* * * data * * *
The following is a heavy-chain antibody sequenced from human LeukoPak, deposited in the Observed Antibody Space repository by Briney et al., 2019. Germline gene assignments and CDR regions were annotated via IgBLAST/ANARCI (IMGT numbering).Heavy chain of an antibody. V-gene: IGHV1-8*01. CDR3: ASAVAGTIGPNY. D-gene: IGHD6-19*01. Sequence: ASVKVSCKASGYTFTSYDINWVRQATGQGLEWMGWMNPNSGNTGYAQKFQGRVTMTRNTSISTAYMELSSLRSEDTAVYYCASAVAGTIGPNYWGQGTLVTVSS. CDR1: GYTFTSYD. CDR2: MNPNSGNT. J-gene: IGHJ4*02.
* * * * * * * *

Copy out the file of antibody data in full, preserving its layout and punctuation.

The following is a heavy-chain antibody sequenced from human LeukoPak, deposited in the Observed Antibody Space repository by Briney et al., 2019. Germline gene assignments and CDR regions were annotated via IgBLAST/ANARCI (IMGT numbering).Heavy chain of an antibody. V-gene: IGHV1-8*01. CDR3: ASAVAGTIGPNY. D-gene: IGHD6-19*01. Sequence: ASVKVSCKASGYTFTSYDINWVRQATGQGLEWMGWMNPNSGNTGYAQKFQGRVTMTRNTSISTAYMELSSLRSEDTAVYYCASAVAGTIGPNYWGQGTLVTVSS. CDR1: GYTFTSYD. CDR2: MNPNSGNT. J-gene: IGHJ4*02.